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By Mike Bacidore, chief editor
Real gross domestic product (GDP), which is the output of goods and services produced by labor and property located in the United States, increased at an annual rate of 1.3% in the second quarter of 2012, according to the Bureau of Economic Analysis (www.bea.gov). This is the 12th quarterly increase in a row for real GDP and comes on the heels of a first-quarter increase of 2.0%.
On the international trade front, real exports of goods and services increased 5.3% in the second quarter, compared with an increase of 4.4% in the first. And real imports of goods and services increased 2.8%, compared with an increase of 3.1%. The goods-and-services deficit decreased $3.6 billion from July 2011 to July 2012. Exports were up $4.9 billion (2.8%), and imports were up $1.4 billion (0.6%).
This is good news for U.S. manufacturers, right?
They seem to think so. The International Manufacturing Technology Show, held this past September in Chicago, welcomed more than 100,000 registered attendees with four full halls of advice and tools. It was indeed a week of optimism, new technology and well-worn shoes. U.S. industry appears to be revving up the engine.
And why not? While emerging economies continue to inch up the manufacturing food chain, some of them still learning the benefits of lean principles, continuous improvement, and other techniques that have been pillars of established industrial countries for decades, the art of production in world-class enterprises is now painted with strategic brush strokes that are more deliberate and calculated than ever.
And, based on the numbers, the economic picture is starting to look brighter.
|Mike Bacidore has been an integral part of the Putman Media editorial team since 2007, when he was managing editor of Control Design magazine. Previously, he was editorial director at Hughes Communications and a portfolio manager of the human resources and labor law areas at Wolters Kluwer. Bacidore holds a BA from the University of Illinois and an MBA from Lake Forest Graduate School of Management. He is an award-winning columnist, earning a Gold Regional Award and a Silver National Award from the American Society of Business Publication Editors. He may be reached at 630-467-1300 ext. 444 or firstname.lastname@example.org or check out his Google+ profile.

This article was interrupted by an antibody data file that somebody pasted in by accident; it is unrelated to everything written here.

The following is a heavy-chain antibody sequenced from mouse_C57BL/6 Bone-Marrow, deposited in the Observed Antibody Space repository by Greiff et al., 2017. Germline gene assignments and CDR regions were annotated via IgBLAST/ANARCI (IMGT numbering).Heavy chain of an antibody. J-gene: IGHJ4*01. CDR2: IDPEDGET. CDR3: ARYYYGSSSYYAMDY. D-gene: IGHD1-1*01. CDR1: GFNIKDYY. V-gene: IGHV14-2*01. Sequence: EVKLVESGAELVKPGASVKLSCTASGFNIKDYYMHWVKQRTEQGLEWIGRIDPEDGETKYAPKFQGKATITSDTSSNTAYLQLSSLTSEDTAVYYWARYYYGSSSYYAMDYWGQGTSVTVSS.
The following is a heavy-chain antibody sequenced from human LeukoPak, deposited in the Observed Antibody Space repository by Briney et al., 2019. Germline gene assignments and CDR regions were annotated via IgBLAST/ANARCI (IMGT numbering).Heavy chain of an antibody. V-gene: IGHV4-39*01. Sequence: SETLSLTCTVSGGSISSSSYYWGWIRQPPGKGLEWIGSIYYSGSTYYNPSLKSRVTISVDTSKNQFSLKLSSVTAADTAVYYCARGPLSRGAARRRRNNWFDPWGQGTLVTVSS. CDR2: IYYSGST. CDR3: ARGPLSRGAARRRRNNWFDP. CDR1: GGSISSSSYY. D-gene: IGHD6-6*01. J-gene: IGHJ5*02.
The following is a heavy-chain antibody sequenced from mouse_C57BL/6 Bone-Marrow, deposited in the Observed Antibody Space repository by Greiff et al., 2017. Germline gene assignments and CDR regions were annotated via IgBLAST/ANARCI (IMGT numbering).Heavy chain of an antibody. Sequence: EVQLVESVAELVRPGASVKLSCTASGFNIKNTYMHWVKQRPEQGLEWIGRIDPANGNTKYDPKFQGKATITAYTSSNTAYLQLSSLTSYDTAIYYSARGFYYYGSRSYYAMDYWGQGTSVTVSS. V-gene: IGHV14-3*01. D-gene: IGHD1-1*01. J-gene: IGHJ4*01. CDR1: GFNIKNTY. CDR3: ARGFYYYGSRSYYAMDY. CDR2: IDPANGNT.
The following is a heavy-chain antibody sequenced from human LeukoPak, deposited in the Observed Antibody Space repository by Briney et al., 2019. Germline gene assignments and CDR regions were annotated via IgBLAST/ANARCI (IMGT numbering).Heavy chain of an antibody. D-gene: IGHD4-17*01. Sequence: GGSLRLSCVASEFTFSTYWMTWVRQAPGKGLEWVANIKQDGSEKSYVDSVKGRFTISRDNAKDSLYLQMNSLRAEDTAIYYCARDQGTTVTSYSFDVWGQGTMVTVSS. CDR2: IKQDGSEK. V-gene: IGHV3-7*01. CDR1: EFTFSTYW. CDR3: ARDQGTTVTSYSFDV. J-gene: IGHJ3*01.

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That’s why I was so excited when I was invited to chair the 3rd Annual American Manufacturing Strategies Summit (www.manufacturing-summit.com) in Chicago this month.
Presentations, case studies, interactive discussion groups, and workshops with some of the brightest minds in manufacturing from companies such as Caterpillar, Sunny Delight Beverages, Raytheon, Bison Gear, Lockheed Martin, Coca Cola, Dell, Gartner, Eaton, Ford, ABInBev, Kaiser Aluminum, National Center for Manufacturing Sciences, SAP, Harvard Business School, University of Wisconsin, and MillerCoors, will fill the week, but the networking opportunities are the meat and potatoes of this strategic buffet.
The implementation of new technologies has given manufacturing a boost — call it a jump start, or call it a kick in the pants, but you can’t dispute the numbers. The U.S. manufacturing technology orders (USMTO) report shows a 5.4% increase over the previous year, according to AMT — The Association for Manufacturing Technology (www.amtonline.org).
But the technology isn’t enough. What manufacturing needs is for someone to have its back, to be the steak behind the sizzle and ensure that the flickers of growth don’t die out. Strategic manufacturing is what will fan the flames.